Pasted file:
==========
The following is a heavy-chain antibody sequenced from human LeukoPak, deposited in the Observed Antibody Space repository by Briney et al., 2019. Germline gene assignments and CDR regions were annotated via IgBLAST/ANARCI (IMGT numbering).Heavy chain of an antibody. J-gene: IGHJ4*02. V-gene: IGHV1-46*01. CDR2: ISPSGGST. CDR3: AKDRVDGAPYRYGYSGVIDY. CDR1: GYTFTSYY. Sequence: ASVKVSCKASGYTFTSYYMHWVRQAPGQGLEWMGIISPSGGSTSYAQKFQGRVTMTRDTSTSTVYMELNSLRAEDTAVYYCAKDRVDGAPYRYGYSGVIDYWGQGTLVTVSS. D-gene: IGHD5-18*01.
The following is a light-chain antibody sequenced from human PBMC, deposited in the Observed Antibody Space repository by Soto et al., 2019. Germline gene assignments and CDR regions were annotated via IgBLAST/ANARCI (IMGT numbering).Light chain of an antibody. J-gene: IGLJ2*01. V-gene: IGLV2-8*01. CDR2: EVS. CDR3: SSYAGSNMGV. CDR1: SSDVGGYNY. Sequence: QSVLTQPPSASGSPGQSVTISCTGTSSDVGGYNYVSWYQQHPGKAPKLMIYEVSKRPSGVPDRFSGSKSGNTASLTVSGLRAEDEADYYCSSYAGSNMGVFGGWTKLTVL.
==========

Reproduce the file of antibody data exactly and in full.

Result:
The following is a heavy-chain antibody sequenced from human LeukoPak, deposited in the Observed Antibody Space repository by Briney et al., 2019. Germline gene assignments and CDR regions were annotated via IgBLAST/ANARCI (IMGT numbering).Heavy chain of an antibody. J-gene: IGHJ4*02. V-gene: IGHV1-46*01. CDR2: ISPSGGST. CDR3: AKDRVDGAPYRYGYSGVIDY. CDR1: GYTFTSYY. Sequence: ASVKVSCKASGYTFTSYYMHWVRQAPGQGLEWMGIISPSGGSTSYAQKFQGRVTMTRDTSTSTVYMELNSLRAEDTAVYYCAKDRVDGAPYRYGYSGVIDYWGQGTLVTVSS. D-gene: IGHD5-18*01.
The following is a light-chain antibody sequenced from human PBMC, deposited in the Observed Antibody Space repository by Soto et al., 2019. Germline gene assignments and CDR regions were annotated via IgBLAST/ANARCI (IMGT numbering).Light chain of an antibody. J-gene: IGLJ2*01. V-gene: IGLV2-8*01. CDR2: EVS. CDR3: SSYAGSNMGV. CDR1: SSDVGGYNY. Sequence: QSVLTQPPSASGSPGQSVTISCTGTSSDVGGYNYVSWYQQHPGKAPKLMIYEVSKRPSGVPDRFSGSKSGNTASLTVSGLRAEDEADYYCSSYAGSNMGVFGGWTKLTVL.